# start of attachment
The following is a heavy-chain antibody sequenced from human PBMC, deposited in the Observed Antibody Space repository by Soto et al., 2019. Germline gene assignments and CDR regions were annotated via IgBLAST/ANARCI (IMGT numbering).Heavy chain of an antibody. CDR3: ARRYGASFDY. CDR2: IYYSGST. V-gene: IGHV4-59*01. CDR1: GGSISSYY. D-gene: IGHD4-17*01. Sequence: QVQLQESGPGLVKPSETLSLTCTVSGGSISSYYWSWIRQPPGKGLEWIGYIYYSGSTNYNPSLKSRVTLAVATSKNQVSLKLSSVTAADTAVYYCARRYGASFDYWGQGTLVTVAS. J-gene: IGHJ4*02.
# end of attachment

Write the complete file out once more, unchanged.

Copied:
The following is a heavy-chain antibody sequenced from human PBMC, deposited in the Observed Antibody Space repository by Soto et al., 2019. Germline gene assignments and CDR regions were annotated via IgBLAST/ANARCI (IMGT numbering).Heavy chain of an antibody. CDR3: ARRYGASFDY. CDR2: IYYSGST. V-gene: IGHV4-59*01. CDR1: GGSISSYY. D-gene: IGHD4-17*01. Sequence: QVQLQESGPGLVKPSETLSLTCTVSGGSISSYYWSWIRQPPGKGLEWIGYIYYSGSTNYNPSLKSRVTLAVATSKNQVSLKLSSVTAADTAVYYCARRYGASFDYWGQGTLVTVAS. J-gene: IGHJ4*02.